Article
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Soils play an important role in sequestrating atmospheric CO2. Coastal tidal flats have been intensively reclaimed for food security and living spaces worldwide. We aimed to identify the changes of soil organic carbon (SOC) and total nitrogen (TN) following coastal reclamation and their spatial variation in the coastal area of mid-Eastern China to provide information for coastal cropland management. We measured SOC and TN of 463 soil samples in the coastal plain of mid-Eastern China. The results showed that SOC and TN increased highly from the uncultivated coastal tidal flat (2.49 g·kg–1 and 0.21 g·kg–1, respectively) to the cropland (10.73 g·kg–1 and 1.3 g·kg–1, respectively). After long-term cultivation, SOC and TN in the old farmland (12.98 g·kg–1 and 1.49 g·kg–1, respectively) were greater than those in the young farmland (5.76 g·kg–1 and 0.86 g·kg–1, respectively). The density of SOC in the uncultivated coastal tidal flat, young farmland, and old farmland were 0.68 kg·C·m–2, 1.52 kg·C·m–2, and 3.31 kg·C·m–2, respectively. The density of TN in the uncultivated coastal tidal flat, young farmland and old farmland were 0.05 kg·N·m–2, 0.23 kg·N·m–2, and 0.38 kg·N·m–2, respectively. The C/N (11.17) in the uncultivated coastal tidal flat was highest comparing to that in the young and old farmland due to lower nitrogen. The C/N increased from 6.78 to 8.71 following cultivation. Reclaimed coastal tidal flats had high carbon and nitrogen sequestration potential that not only mitigated the threat of global warming, but also improved soil fertility for crop production. Coastal management of cropland should consider the spatial distribution of SOC and TN to improve ecosystem services of coastal soils.
... The second phase, consequently, is more influential to the salinity trend at the mudflat in the inner bay. Studies concerning the environmental and Fig. 9 Comparison of wind speed and salinity increase for case C1996 in the inner bay (S1), compared to case C2007 ecological effects of land reclamation have mostly examined its effects around the reclaimed areas (de Mulder et al. 1994;Chen and Jiao 2007;Zhu et al. 2014;Zhang et al. 2016). However, the results in this study imply that land reclamations on one side of the bay also affect the salinity and environmental conditions 10 km away on its other side, with the effects propagating from the outer to the inner bay. ...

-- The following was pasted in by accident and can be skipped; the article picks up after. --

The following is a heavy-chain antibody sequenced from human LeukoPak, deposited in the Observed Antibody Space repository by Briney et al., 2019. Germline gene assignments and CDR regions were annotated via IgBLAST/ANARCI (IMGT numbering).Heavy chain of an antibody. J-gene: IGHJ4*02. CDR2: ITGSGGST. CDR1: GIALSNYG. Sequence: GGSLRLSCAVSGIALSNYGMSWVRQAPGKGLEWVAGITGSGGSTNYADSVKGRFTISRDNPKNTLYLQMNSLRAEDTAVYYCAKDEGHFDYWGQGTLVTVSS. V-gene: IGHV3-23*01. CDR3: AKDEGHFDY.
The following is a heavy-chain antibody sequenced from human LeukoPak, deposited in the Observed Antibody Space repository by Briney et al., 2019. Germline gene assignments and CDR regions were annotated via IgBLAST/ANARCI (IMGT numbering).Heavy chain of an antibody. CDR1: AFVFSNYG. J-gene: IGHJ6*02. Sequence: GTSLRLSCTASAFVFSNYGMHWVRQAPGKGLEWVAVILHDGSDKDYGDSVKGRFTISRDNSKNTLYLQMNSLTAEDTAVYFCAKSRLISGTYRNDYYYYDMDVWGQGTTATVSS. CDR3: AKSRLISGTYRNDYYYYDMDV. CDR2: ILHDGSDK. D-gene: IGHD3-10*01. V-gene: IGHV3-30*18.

Article
To achieve better management and conservation, it is important to monitor the salinity of seawater that overlies mudflats and attribute any salinity trend to its potential causes. This study analyzes the salinity trend observed in a semi-enclosed bay and identifies the main causes using numerical modeling. The intertidal mudflat within a Ramsar site in Deep Bay, China is used as a case study. The salinity at the bay’s mouth and toward its interior displayed opposite trends from 1994 to 2007, and previous research has attributed the decreasing salinity over the mudflat in the inner bay to an increase in river flow discharge. However, the simulation results in this study show that the effect of land reclamation during this period was 1.5 times that of the freshwater discharge increase. The effect has propagated from the outer and middle bay to the inner bay, and also to the side where the mudflat is situated. Water mixing due to tides has been weakened, and wind has become more influential in the mixing. Overall, this study is beneficial to other regions considering land reclamation, highlighting its potential effect compared with other factors that could influence the salinity, and thus the overall health of mudflats.
... 海洋与海岸带生态系统是人类赖以生存和发展的基础。它不仅为人类提供自然资源,如渔产品、原 材料以及生产和生活空间等,还为人类提供了多种多样的服务,如调节气候、接纳和净化污染物、供人 类休闲娱乐等。海岸带地区由于高的生物生产力和便利的交通条件,已成为人类活动的中心 [1] 。世界上 一半以上的人口、生产和消费活动都集中在面积不到 10%的海岸带地区 [2] 。然而,随着海岸带地区社会 经济的发展和人口的增加,人类开发利用海洋的各类海洋工程,如港口航运、围填海、大型海水养殖场、 人工岛、跨海桥梁、滨海电厂、海水淡化等已经或正在损害海洋与海岸带生态系统为人类提供各种产品 和服务的能力,严重威胁到人类健康和海洋经济的可持续发展。解决海洋生态损害问题的办法之一是将 损害生态系统的外部性行为内部化,让生态损害的责任方承担生态损害的全部成本,即实施海洋生态损 害补偿制度,用经济的手段来调节人们利用海洋生态系统的行为。 海洋生态损害评估是实施海洋生态损害补偿制度的基础和前提。目前国内外学术界关于海洋生态损 害评估及生态损害补偿的研究较多,但大都集中在溢油或危险化学品泄漏的生态损害评估 [3][4][5][6][7][8][9][10][11] 。关于海 洋工程生态损害评估的研究,主要集中在围填海 [12][13][14][15][16][17] ,较少涉及跨海桥梁、大型海水养殖场、港口与航 运等海洋工程。在实践中,海洋工程项目基本上都履行了法定审批程序,并缴纳海域使用金,获得行政 部门的许可。而我国目前的海域使用金标准偏低,不仅没有包括生态损害补偿金额,甚至低于海洋空间 资源的价值 [16] 。 理论研究和政策的差距往往导致海洋工程带来的生态损害被忽略, 而这些损害日积月累, 将给海洋栖息地及环境带来不容忽视的影响。因此,有必要建立海洋工程生态损害的评估方法,在此基 础上制定海洋工程生态损害补偿标准,利用经济的杠杆调整海洋开发利用行为,并为海洋资源与生态系 统的修复筹措资金。 1 方法与模型 目前学术界建立的关于海洋生态损害的评估方法可以分为两大类 [18] :一是基于经济价值的评估,即 评估受损海洋生态系统服务的货币价值;二是基于受损资源修复成本的评估,即评估受损海洋资源及生 态系统修复到基线状态的成本 [19,20] ...